The main entrance (Mahadarwaja) of the fort is north-facing with a well sculpted arch and carvings. Watch guards dug out (Devdya) align on both sides of the Mahadarwaja with some pits being dug out in the right Devdi. On the left, there are steps leading towards Nagarkhana while there is an underground storey and a tunnel on the right. A Maruti idol in the centre stands deserted now. On the west, there is a small entrance (Darwaja) leading to a Bastion on the exterior of the fortifications.

View from the Fort

View from the Fort

A deep well (now dry and filled) occupied the centre of this bastion earlier and the adjacent water tanks too are dry and obsolete now. One can leave the Buruj via a small exit that leads to the surrounding moat and a beautiful “Revni” lying nearby.

Overlooking the coastal road

Overlooking the coastal road

About the village: Velas is a village in Ratnagiri district of Maharashtra. It is noted as a birthplace of Nana Phadnis. He was sachiva- a secretary in Peshawai in Pune.

Coastal road on the way to Velas.

Coastal road on the way to Velas.

A local extracting Neera on demand, also called sweet toddy or palm nectar, Neera is a sap extracted from the inflorescence of various species of toddy palms. The drink is popular on account of its high nutritive value, delicious taste and agreeable flavor.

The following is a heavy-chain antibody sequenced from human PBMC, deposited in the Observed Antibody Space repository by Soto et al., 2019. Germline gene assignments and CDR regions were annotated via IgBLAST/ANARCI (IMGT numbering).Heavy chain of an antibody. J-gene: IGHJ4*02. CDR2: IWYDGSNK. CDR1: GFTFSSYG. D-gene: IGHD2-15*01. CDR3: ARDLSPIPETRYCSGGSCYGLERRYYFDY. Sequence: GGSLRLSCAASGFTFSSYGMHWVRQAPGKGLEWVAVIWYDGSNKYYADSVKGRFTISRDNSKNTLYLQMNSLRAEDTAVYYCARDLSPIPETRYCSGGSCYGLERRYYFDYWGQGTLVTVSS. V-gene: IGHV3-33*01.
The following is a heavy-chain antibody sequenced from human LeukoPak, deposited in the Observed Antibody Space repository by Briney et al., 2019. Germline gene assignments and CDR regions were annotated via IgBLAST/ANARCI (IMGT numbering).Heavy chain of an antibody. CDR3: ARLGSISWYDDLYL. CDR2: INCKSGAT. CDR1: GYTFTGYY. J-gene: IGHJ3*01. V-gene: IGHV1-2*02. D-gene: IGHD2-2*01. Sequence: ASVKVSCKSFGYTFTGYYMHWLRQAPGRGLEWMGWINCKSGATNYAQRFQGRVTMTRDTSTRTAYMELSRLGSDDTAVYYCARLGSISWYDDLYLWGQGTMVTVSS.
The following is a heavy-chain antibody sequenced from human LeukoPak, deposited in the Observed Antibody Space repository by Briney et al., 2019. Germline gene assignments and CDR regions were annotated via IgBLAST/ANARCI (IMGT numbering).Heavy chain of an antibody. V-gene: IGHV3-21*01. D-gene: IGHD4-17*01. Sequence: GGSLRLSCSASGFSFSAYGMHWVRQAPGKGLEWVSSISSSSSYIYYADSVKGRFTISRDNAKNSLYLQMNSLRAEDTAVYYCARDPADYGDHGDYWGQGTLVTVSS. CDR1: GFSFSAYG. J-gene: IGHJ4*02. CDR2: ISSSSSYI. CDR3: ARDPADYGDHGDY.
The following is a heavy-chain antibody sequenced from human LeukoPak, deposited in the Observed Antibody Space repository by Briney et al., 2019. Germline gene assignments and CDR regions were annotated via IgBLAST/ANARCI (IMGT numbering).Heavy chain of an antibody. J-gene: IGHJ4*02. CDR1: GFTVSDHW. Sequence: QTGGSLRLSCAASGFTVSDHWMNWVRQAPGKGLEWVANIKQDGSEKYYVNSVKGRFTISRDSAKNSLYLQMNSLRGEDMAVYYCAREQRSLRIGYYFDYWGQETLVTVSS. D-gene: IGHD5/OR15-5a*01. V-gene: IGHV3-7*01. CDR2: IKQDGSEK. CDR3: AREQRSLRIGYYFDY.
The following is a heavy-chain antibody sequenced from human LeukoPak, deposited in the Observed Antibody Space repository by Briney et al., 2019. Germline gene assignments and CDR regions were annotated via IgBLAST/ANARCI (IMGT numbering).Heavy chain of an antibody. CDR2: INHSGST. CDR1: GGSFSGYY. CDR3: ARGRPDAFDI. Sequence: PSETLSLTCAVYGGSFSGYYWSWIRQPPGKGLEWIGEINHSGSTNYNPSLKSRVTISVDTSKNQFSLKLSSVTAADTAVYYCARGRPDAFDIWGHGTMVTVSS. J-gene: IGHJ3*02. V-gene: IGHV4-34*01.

A local extracting Neera on demand, also called sweet toddy or palm nectar, Neera is a sap extracted from the inflorescence of various species of toddy palms. The drink is popular on account of its high nutritive value, delicious taste and agreeable flavor.

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Velas beach lined with heavy Palm tree cover

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Sun-setting through the forest cover at Velas beach

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Velas beach

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Velas beach

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on the jetty to Harihareshwar

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Steering our way to Harihareshwar

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Waiting to be docked!

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Loading our chariot on the Jetty on the way to Harihareshwar

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At Bankot Fort with Robert, Rohit and Kunal.

 

Three olive ridley hatchlings moving into the ocean after being released from a conservation site in Velas, Ratnagiri, Maharashtra

Three olive ridley hatchlings moving into the ocean after being released from a conservation site in Velas, Ratnagiri, Maharashtra

Where: Velas, Ratnagiri, Maharashtra
Route: Mumbai – Mumbai – Panvel – Mangoan – Lonere – Mandangad – Bankot – Velas – Mumbai
Stay: Home Stay
With: Robert Nelson / Kunal Savla / Rohit Dave
Agenda: Olive Ridley Turtle Festival
Highlights: India / Beach / Drive / 300 km / 3D2N / Misal Pav / Phanas (Jack Fruit) ki Sabji / Neera (Palm Wine)